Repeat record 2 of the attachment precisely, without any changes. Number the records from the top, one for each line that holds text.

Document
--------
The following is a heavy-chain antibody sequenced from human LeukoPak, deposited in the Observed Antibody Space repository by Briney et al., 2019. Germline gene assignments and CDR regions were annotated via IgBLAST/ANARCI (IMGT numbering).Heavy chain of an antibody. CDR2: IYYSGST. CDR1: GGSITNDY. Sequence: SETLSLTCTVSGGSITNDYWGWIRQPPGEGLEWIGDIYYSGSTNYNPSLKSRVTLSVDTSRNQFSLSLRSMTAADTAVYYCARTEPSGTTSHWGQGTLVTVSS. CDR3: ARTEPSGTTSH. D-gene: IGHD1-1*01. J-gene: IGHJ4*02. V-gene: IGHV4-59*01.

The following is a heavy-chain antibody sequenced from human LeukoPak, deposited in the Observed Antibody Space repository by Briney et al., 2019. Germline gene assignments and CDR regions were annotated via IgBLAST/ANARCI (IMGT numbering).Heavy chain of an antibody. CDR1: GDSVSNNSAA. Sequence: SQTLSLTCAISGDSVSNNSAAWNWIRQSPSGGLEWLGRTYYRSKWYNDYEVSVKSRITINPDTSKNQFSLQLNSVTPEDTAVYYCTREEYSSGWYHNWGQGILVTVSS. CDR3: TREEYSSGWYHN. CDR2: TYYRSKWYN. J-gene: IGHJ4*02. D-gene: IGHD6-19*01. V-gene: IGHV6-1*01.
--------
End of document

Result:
The following is a heavy-chain antibody sequenced from human LeukoPak, deposited in the Observed Antibody Space repository by Briney et al., 2019. Germline gene assignments and CDR regions were annotated via IgBLAST/ANARCI (IMGT numbering).Heavy chain of an antibody. CDR1: GDSVSNNSAA. Sequence: SQTLSLTCAISGDSVSNNSAAWNWIRQSPSGGLEWLGRTYYRSKWYNDYEVSVKSRITINPDTSKNQFSLQLNSVTPEDTAVYYCTREEYSSGWYHNWGQGILVTVSS. CDR3: TREEYSSGWYHN. CDR2: TYYRSKWYN. J-gene: IGHJ4*02. D-gene: IGHD6-19*01. V-gene: IGHV6-1*01.